Stochastic Fluid Dymanics

Saturday, May 2, 1998 - 2:00pm - 2:50pm
Keller 3-180
James Glimm (University at Albany (SUNY))
The practical computational and analytic modeling of stochastic fluid flow is a demanding challenge. We review several separate components of an integrated approach to this problem, drawing on recent results of the speaker, colleagues, and others.

Stochastic risk assessment of engineering systems motivates this study, as it requires stochastic fluid flow as an input. The use of multiple simulations to evaluate a stochastic ensemble places a strong premium on fast algorithms. Upscaling is a necessary approach to achieving fast algorithms in many cases. Upscaling can be understood as the opposite of multigrid methods in a multiscale problem: Finely gridded data is used to condition a coarsely gridded solution. Analytic, numerical, and experimental studies are needed to validate upscaling methodologies. Massively parallel computing based on a locally-assembled supercomputer with commodity components and public domain software is a cost effective solution for the still remaining large computational problems.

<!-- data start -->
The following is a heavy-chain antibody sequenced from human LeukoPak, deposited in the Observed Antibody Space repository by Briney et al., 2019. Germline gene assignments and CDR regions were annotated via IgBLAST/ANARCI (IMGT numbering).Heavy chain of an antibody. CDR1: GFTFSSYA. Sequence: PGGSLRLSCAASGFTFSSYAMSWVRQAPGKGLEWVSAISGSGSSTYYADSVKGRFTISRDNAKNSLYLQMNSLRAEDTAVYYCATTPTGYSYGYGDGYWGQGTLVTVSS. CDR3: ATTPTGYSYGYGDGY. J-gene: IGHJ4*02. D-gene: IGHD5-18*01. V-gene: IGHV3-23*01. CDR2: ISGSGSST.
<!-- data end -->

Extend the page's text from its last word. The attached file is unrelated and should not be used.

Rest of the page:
In combination, these methods appear to be capable of solving previously intractible stochastic fluid flow problems.